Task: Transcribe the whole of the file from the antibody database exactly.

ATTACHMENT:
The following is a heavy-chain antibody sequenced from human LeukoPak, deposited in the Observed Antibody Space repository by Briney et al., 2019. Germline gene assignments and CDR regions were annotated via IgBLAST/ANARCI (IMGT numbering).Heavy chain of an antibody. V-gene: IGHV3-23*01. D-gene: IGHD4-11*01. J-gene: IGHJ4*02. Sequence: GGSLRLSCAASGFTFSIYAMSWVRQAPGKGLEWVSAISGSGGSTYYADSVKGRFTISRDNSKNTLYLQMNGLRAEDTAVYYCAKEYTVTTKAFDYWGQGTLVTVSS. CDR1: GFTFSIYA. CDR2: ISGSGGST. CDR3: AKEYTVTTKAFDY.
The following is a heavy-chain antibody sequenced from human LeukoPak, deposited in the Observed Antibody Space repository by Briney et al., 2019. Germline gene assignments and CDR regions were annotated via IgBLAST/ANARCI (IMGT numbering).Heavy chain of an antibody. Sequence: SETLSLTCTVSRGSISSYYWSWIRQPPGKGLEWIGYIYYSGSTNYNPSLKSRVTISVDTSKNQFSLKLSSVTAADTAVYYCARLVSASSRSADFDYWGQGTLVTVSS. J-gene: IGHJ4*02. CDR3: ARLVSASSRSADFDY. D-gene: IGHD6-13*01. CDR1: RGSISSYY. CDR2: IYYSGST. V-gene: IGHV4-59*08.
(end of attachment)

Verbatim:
The following is a heavy-chain antibody sequenced from human LeukoPak, deposited in the Observed Antibody Space repository by Briney et al., 2019. Germline gene assignments and CDR regions were annotated via IgBLAST/ANARCI (IMGT numbering).Heavy chain of an antibody. V-gene: IGHV3-23*01. D-gene: IGHD4-11*01. J-gene: IGHJ4*02. Sequence: GGSLRLSCAASGFTFSIYAMSWVRQAPGKGLEWVSAISGSGGSTYYADSVKGRFTISRDNSKNTLYLQMNGLRAEDTAVYYCAKEYTVTTKAFDYWGQGTLVTVSS. CDR1: GFTFSIYA. CDR2: ISGSGGST. CDR3: AKEYTVTTKAFDY.
The following is a heavy-chain antibody sequenced from human LeukoPak, deposited in the Observed Antibody Space repository by Briney et al., 2019. Germline gene assignments and CDR regions were annotated via IgBLAST/ANARCI (IMGT numbering).Heavy chain of an antibody. Sequence: SETLSLTCTVSRGSISSYYWSWIRQPPGKGLEWIGYIYYSGSTNYNPSLKSRVTISVDTSKNQFSLKLSSVTAADTAVYYCARLVSASSRSADFDYWGQGTLVTVSS. J-gene: IGHJ4*02. CDR3: ARLVSASSRSADFDY. D-gene: IGHD6-13*01. CDR1: RGSISSYY. CDR2: IYYSGST. V-gene: IGHV4-59*08.